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Re: Right to die case can proceed

Postby Lyn » March 18th, 2012, 2:22 am

I agree though I would say that anyone at the end of their tether, who can no longer bear to see a loved one suffering, should be treated with compassion. That happens already. Please God it never happens to any of us.
DNR, no life prolonging drugs, intense medication (even if it results in unconsciousness), and lots of TLC in a loving atmosphere is what is needed. My f-i-law died in a hospice and received all of that, he was free from pain, God rest him. I will always support the hospice movement. We have one near us that deals with children. They don't all die there, some spend time there while their parents have respite and they mix with other sick and disabled children, enjoying being the same as everyone else. We can learn a lot from children.
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Re: Right to die case can proceed

Postby GregB » March 18th, 2012, 8:21 am

I'm afraid I go against the grain of church teaching (including my own, a traditionalist Spanish Protestant church) on this question. I believe an individual should have the right to terminate their life (or have it terminated) if they so wish, and when they wish, and as long as they demonstrate lucidity and rationality in their thinking. I think the possibility of abuses (eg. relatives forcing a person to acquiesce to their demise) is greatly exaggerated, as if there were hordes of unscrupulous people out there just waiting to have someone in their family out of the way, and, in any case, safeguards could be established which would only be abused or side-stepped in a minority of cases. I believe a person has the right to die with dignity and not be subject to the pitiful grisly suffering such as that being endured by the poor man whose case provoked this current debate. (How the devil must gleefully laugh at God's creatures being reduced to such a ghastly state; he should be cheated of such satisfaction.)

Even if facilities for caring for the terminally ill were in prime condition (which they are far from being, in fact), it's not everyone who would wish to avail themselves of them, myself included. I have no desire to be stuck in some hospice surrounded by bodies in the final stages of corruption and attended by simpering staff (I totally hate to be dependent on anyone and their sympathetic caring would just leave me cold. "Here's your medicine, Gregory." "Shove it up your bloody arse!") This is, to me, a vision of one of the outer circles of hell, a living nightmare. No, if I still had the strength, I would take myself off to a beautiful spot like the one below, where I have spent many happy times, with a bottle of good whisky and a sharp knife with which to slit my wrists when the booze had given me enough Dutch courage to undertake the final act. How good to die with such a wonderful noble vista before one's eyes as the lifeblood drains away into the earth rather than gaze with mind-numbing boredom at the wall of some smelly hospice covered by yet another faded photograph of the Matterhorn...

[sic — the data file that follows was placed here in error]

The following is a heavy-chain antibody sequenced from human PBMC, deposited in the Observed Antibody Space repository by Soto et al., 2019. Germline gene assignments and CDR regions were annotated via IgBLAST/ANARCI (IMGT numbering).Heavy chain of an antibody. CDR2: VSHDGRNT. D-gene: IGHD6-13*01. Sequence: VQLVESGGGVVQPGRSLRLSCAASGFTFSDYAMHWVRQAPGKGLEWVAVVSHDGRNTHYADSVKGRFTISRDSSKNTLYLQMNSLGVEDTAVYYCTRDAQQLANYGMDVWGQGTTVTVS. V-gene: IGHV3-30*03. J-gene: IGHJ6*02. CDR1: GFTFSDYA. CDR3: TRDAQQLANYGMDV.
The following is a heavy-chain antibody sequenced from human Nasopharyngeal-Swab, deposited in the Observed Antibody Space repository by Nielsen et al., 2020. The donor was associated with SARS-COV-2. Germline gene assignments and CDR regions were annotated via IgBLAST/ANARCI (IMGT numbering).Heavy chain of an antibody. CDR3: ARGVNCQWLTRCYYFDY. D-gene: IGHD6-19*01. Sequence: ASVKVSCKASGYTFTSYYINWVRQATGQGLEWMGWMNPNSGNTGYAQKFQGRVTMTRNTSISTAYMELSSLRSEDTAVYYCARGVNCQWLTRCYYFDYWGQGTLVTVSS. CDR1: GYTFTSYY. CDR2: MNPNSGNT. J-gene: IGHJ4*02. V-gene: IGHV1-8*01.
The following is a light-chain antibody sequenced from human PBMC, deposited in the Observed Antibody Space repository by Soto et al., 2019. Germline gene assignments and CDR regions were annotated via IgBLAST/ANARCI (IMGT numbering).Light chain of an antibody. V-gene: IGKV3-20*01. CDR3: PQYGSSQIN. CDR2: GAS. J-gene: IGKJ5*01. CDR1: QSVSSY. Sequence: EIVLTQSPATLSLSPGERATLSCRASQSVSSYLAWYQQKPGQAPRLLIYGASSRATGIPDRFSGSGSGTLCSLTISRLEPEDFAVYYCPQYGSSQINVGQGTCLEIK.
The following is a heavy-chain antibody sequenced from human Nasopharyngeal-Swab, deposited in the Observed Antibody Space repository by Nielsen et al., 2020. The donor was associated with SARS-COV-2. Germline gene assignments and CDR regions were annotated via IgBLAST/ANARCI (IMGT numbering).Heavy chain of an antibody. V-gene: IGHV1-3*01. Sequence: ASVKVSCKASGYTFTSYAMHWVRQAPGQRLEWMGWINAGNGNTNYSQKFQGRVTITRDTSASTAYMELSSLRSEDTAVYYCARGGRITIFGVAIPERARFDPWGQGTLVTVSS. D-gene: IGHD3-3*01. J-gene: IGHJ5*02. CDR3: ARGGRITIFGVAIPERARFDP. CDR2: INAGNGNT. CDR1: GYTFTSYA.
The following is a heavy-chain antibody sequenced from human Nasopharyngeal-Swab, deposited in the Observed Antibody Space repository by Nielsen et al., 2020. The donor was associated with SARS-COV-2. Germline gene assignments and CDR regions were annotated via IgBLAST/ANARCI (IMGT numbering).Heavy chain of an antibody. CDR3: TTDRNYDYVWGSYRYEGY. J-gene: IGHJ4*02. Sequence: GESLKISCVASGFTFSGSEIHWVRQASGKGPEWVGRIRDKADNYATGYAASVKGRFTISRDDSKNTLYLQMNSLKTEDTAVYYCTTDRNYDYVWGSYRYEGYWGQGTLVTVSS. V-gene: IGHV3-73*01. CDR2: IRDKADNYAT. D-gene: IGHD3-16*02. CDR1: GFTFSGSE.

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Re: Right to die case can proceed

Postby Sprocket » March 18th, 2012, 1:53 pm

I agree with Greg, and would add that the euthanasia-versus-hospice argument always brought up by the antis is a false dichotomy. We could perfectly well have both - hospices to provide care for as long as the dying person wants it, up to death if that's what they want, and euthanasia or assisted suicide for those who've had enough.
Pondy - suicide is illegal? It hasn't been since the early 60s!
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Re: Right to die case can proceed

Postby Val » March 20th, 2012, 4:00 pm

Pondero wrote:It is euthanasia no matter what. Assisted suicide is euthanasia,because some doctor or other sets it up for him so that he can kill himself.
Suicide is against the law.These people need help and support in their emoțional difficulties. Paliative care for the dying should be encouraged, and I hope that the judgement of the Court in this case is to refuse his request.


Euthanasia is the deliberate taking of another human’s life; Voluntary Euthanasia is the same act but with the patients informed consent, Assisted suicide is just that ‘suicide’ but with the assistance of a second party because the patient is paralysed or somehow incapacitated and not able to set up the process but still able to take a tablet, drink or self inject or in some way complete the act by their own hand so to speak.

We can and in fact are bound by law to alleviate pain and suffering in our animal friends and we end their lives when their suffering becomes unbearable, how then should we be asked to treat our loved ones differently because they are human and allow them to rot and die slowly and agonisingly day by meaningless day and claim that it is better for them or that it the will of their god, what loving god would demand such a thing.
“Bad men need nothing more to compass their ends, than that good men should look on and do nothing.”
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“The only thing necessary for the triumph of evil is for good men to do nothing.”
Edmund Burke